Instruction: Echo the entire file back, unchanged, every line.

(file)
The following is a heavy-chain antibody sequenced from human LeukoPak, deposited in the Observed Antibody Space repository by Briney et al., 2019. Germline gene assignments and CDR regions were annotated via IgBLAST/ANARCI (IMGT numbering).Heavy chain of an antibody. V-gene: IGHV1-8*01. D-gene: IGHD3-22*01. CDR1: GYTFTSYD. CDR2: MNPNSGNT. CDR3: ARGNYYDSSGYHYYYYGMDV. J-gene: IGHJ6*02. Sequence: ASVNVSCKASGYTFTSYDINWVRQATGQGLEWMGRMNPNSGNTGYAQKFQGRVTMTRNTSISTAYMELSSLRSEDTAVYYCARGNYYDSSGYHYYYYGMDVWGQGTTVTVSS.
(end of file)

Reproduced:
The following is a heavy-chain antibody sequenced from human LeukoPak, deposited in the Observed Antibody Space repository by Briney et al., 2019. Germline gene assignments and CDR regions were annotated via IgBLAST/ANARCI (IMGT numbering).Heavy chain of an antibody. V-gene: IGHV1-8*01. D-gene: IGHD3-22*01. CDR1: GYTFTSYD. CDR2: MNPNSGNT. CDR3: ARGNYYDSSGYHYYYYGMDV. J-gene: IGHJ6*02. Sequence: ASVNVSCKASGYTFTSYDINWVRQATGQGLEWMGRMNPNSGNTGYAQKFQGRVTMTRNTSISTAYMELSSLRSEDTAVYYCARGNYYDSSGYHYYYYGMDVWGQGTTVTVSS.